Finally, it is recommended for men not to wear garments that fall below the ankles.

Awrah

The definition of awrah is the parts of the body that should be covered and this does vary in different situations among different groups of people.  However, to fully implement the Islamic dress code it is important to understand a number of other situations in which awrah becomes important.

The awrah of a woman in front of her husband:

There is no awrah between a husband and wife.  When a woman is alone with her husband she is permitted to wear any clothing that pleases them both.

And among His Signs is this that He created for you mates from among yourselves, that you may dwell in tranquillity with them, and He has put love and mercy between your hearts. (Quran 30:21)

The awrah of a woman in front of her mahrams:

Who is my mahram ?  For ease of writing and understanding we outline mahram’s for a woman; however the mahram relationships are the same whether the person in question is female or male. (Father/mother; son/daughter etc)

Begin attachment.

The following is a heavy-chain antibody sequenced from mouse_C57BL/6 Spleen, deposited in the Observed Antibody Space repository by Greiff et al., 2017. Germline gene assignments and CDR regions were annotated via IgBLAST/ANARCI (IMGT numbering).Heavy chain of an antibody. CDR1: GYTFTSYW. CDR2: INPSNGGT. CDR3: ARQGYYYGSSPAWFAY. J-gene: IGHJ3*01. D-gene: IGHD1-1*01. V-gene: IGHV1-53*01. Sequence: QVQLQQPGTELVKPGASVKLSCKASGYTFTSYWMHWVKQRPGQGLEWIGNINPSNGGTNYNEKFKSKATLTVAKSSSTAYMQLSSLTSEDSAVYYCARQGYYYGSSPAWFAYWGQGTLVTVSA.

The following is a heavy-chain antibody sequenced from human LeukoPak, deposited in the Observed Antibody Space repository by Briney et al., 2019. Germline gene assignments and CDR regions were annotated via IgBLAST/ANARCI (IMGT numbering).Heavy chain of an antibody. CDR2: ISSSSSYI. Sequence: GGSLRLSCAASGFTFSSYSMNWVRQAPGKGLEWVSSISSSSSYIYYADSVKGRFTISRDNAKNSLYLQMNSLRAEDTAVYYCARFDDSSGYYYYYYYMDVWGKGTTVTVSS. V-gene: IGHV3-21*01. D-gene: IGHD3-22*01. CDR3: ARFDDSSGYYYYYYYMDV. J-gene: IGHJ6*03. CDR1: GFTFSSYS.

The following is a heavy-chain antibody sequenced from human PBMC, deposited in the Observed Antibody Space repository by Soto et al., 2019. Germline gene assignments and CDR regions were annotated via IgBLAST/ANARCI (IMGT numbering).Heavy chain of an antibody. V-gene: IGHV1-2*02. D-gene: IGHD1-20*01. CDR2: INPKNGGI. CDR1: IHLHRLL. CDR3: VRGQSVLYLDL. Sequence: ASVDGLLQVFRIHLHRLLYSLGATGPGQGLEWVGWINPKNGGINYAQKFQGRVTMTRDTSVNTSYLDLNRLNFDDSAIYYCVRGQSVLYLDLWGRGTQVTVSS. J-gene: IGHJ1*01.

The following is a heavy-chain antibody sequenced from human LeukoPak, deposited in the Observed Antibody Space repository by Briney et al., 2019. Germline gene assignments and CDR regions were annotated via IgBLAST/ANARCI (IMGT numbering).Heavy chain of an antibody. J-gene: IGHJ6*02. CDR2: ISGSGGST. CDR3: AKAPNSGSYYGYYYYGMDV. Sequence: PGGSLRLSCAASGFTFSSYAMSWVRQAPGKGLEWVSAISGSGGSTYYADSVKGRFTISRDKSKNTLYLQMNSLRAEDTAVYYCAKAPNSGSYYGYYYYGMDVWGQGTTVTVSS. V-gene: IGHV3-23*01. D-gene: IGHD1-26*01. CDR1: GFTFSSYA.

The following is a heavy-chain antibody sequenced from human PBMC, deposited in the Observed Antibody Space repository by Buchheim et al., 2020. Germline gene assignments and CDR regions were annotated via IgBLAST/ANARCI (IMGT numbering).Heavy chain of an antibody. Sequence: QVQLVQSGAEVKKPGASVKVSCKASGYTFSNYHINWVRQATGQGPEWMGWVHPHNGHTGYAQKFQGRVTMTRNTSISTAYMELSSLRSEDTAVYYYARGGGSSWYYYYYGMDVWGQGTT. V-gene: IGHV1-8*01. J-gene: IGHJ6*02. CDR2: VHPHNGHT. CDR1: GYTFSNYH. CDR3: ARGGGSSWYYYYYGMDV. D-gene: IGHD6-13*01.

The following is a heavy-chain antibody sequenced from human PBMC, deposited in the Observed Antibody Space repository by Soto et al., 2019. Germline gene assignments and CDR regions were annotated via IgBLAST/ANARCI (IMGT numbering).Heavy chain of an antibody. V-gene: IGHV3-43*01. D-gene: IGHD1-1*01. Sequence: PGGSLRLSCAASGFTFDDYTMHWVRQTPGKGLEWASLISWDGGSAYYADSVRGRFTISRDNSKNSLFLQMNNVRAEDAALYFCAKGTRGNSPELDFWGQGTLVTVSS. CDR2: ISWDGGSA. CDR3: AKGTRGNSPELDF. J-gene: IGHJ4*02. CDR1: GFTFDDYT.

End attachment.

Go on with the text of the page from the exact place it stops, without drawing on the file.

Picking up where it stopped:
A mahram is a person one is never permitted to marry, because of a close blood relationship, breastfeeding or marriage. One’s spouse is also one’s mahram. A mahram is a person one is allowed to be alone with.

· A close blood relationship: For a female, her father, grandfather, son, grandson, brother, both paternal and maternal uncles and nephews. Likewise for a male, his mother, daughter, granddaughter, sister, both paternal and maternal aunties and nieces.

· Breastfeeding: This includes anyone, male or female breastfed by the same mother or wet nurse. (and includes the brother or husband of  the one who breast fed the person in question)

·Marriage: People who become your relations by marriage for example father-in-law, mother-in-law, stepfather, step-grandfather, stepson.

When a woman is amongst her mahrams, the scholars of Islam  agree that a woman does not have to observe strict rules of covering but rather that she is able to uncover her hair, face, arms, hands, legs from below the knee, and feet. However, a Muslim woman must always remember that she is known for her modesty and haya, therefore she must never make a wanton display of herself.